Mezzanine capital


Together with its investors, KENSINGTON Family Office invests in interesting development projects and properties with a potential return on investment. We rely on strategic partnerships with renowned project developers to support them with equity and exit.

What is mezzanine capital?


Mezzanine (from the Italian word mezzo = half) is basically a mixed form of equity and debt capital. From an economic point of view, mezzanine capital counts as equity.

A special feature of this funding instrument is that investors get higher returns. Another characteristic is its subordination to debt capital, i.e. potential bank loans. As a matter of fact, subordinated loans are only settled after debt capital in the event of an emergency. The liability of mezzanine creditors is the same as that of equity investors. Mezzanine lenders, on the other hand, do not have voting rights and can therefore not intervene at an operational level. However, they do have the right to receive information and thus monitor what is happening.

Mezzanine capital is available to a company or a project for a limited time only and must be repaid with interest and/or a share of the profits.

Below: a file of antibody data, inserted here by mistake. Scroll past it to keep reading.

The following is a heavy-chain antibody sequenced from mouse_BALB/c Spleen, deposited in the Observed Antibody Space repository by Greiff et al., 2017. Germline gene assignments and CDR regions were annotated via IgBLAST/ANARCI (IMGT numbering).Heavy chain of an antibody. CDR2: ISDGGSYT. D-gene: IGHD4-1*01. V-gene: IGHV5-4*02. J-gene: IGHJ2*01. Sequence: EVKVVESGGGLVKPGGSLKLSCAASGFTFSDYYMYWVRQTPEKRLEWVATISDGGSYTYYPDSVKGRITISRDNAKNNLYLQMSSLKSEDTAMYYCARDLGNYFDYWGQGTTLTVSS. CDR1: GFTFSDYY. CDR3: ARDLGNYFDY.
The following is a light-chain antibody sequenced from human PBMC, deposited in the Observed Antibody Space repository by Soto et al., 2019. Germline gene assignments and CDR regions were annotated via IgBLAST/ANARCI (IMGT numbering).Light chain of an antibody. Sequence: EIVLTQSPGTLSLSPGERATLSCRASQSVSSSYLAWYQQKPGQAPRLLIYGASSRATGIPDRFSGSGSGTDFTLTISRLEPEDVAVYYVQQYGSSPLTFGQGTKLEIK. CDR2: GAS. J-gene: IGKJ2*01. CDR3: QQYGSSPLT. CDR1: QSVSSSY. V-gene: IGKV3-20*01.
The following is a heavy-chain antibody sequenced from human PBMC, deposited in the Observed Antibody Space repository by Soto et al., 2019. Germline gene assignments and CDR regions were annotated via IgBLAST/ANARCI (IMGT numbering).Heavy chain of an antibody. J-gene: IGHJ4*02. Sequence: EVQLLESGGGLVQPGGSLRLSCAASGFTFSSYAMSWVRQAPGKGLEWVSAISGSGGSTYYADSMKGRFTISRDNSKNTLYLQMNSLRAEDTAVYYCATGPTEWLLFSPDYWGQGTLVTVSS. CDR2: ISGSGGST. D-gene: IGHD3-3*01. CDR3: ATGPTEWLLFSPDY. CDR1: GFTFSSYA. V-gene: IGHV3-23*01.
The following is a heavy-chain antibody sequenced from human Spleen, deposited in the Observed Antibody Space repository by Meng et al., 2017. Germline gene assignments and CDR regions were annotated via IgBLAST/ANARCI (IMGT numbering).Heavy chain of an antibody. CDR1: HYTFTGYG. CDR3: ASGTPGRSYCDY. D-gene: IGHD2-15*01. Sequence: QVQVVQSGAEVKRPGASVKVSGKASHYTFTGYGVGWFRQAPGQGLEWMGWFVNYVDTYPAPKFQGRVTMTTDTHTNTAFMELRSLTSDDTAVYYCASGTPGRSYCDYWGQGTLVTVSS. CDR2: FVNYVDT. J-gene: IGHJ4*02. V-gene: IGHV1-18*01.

What is the purpose of mezzanine capital?


Since banks ask for a certain share of equity in order to grant a loan for a real estate project, developer firms require approx. 30% of equity. And this is where mezzanine capital comes in: When the project developer has no or too little equity, the mezzanine lender comes into play.

Mezzanine lenders can be individual investors, groups of investors (potentially in the form of “club deals”), family offices or even funds. Even private banks and insurance companies make use of the high returns of this form of investment.

What is the interest rate?


The interest rate as well as the maturity of mezzanine capital are not fixed and may vary. As a rule, the interest rate is above 10% and can even exceed 20%. Like everything else in the free economy, the parties to a mezzanine capital deal freely negotiate the conditions, which may vary according to project, term, market situation and market conditions, etc. A mix of a fixed interest rate and a share of the profit from the project is also quite common.

Minimising risks.
Optimising returns.